Sunday, November 6, 2011

"[I]f Gingrich had wanted to run circles around Cain, he could have."

Cain had a rather embarrassing moment when he had to defer to Newt on a question because he didn't understand what the question meant. And then even when it came to his turn, he still didn't seem to understand the question.

Byron York wrote of Saturday Night's debate:
In fact, the Gingrich-Cain debate pitted the candidate with the most detailed policy knowledge against the candidate with the least detailed knowledge. It was a good thing for Cain that it was a friendly encounter; if Gingrich had wanted to run circles around Cain, he could have.
York continues:
Gingrich's words, plus a look at his standing in the Republican presidential race, suggest three reasons why the Cain debate might turn out to be a benefit for the Gingrich campaign. First, Gingrich understands that many Republican voters are disgusted by the arguing that has taken place at GOP debates. They want to see it stop. To the degree that Gingrich is seen as participating in civil discussions, it's a plus for him.
Second, Gingrich, now in third place in the Republican race nationally, benefits from being seen on friendly terms with the frontrunner Cain. At the end of the debate, Cain made a joke about the possibility of Gingrich being on a Cain ticket. For Gingrich, it doesn't matter how unlikely such a scenario is. Cain enjoys the goodwill of a lot of Republican voters, and it can't hurt Gingrich if some of that goodwill is now reflected on him after a friendly and mutually-admiring debate in Texas.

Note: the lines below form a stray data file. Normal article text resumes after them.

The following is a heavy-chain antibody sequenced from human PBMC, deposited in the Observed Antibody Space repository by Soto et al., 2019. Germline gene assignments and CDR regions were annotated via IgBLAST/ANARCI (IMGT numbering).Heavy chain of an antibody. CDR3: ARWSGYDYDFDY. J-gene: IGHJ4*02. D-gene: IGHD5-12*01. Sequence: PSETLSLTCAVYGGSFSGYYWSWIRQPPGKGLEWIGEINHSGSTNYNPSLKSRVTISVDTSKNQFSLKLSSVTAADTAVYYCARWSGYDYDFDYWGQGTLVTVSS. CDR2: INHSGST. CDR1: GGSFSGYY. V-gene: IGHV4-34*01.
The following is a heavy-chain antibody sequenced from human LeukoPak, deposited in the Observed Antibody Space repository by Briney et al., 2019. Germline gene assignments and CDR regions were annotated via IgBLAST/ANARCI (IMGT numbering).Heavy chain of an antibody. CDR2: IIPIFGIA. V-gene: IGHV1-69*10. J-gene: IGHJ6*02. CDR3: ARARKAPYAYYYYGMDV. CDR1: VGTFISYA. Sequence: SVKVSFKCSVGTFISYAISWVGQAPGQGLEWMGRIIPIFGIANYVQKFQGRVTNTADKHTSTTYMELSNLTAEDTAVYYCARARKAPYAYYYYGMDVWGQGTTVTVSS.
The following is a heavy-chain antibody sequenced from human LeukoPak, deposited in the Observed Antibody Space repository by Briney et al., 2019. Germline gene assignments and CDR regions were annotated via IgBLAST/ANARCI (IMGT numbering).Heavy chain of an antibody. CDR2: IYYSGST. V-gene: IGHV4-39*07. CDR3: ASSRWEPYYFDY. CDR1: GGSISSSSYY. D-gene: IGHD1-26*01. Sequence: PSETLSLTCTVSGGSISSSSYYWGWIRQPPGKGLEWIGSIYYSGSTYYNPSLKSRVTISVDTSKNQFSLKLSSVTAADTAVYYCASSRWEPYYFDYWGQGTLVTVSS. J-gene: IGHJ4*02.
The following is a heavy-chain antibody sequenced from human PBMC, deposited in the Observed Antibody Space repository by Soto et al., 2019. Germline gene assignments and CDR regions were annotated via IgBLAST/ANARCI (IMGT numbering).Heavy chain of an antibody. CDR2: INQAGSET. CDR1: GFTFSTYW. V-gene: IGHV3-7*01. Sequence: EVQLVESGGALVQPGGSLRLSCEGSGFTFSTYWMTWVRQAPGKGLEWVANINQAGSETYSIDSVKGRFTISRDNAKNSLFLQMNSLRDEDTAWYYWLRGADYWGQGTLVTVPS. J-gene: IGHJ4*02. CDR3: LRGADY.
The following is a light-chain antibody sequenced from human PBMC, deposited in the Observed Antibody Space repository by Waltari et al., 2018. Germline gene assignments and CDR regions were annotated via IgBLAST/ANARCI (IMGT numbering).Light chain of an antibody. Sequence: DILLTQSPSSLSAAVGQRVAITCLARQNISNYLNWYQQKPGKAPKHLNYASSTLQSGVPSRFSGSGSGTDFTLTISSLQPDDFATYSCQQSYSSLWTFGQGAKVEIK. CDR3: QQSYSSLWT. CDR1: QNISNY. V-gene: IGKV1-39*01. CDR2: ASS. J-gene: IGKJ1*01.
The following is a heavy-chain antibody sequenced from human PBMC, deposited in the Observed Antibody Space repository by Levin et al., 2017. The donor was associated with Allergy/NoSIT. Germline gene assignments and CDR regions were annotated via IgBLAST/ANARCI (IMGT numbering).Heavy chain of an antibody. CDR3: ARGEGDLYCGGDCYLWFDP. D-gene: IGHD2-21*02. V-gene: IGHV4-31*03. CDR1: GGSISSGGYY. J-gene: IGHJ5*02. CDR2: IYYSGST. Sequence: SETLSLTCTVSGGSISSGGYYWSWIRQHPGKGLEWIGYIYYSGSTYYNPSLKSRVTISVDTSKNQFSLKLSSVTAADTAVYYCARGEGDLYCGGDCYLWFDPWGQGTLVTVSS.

Third, and most important, Gingrich could gain support in the future by moving closer to Cain now. At the moment, Cain has the very dedicated support of many conservative Republicans. But after the rise and fall of Michele Bachmann and Rick Perry, many Republican insiders do not expect Cain to go the distance for the Republican nomination. If Cain were to fade, it's not a bad thing for Gingrich if Cain's supporters think of Gingrich fondly. Should they find themselves looking for a new candidate to support, they might well turn to the former Speaker, who for many was their second choice all along. At that moment, Gingrich could become the main challenger to frontrunner Mitt Romney.
York concludes by writing:
Gingrich helped himself by meeting Cain at The Woodlands Saturday night. It's no wonder he's thinking about doing it again.
From the New York Times:
Over all, Mr. Gingrich seemed to earn more hearty and spontaneous applause for his answers than did Mr. Cain, who took a pass on one question to let Mr. Gingrich “go first,” as he said. He also used some of his time to take a second shot at answering a question that he acknowledged he did not address well on the first try.

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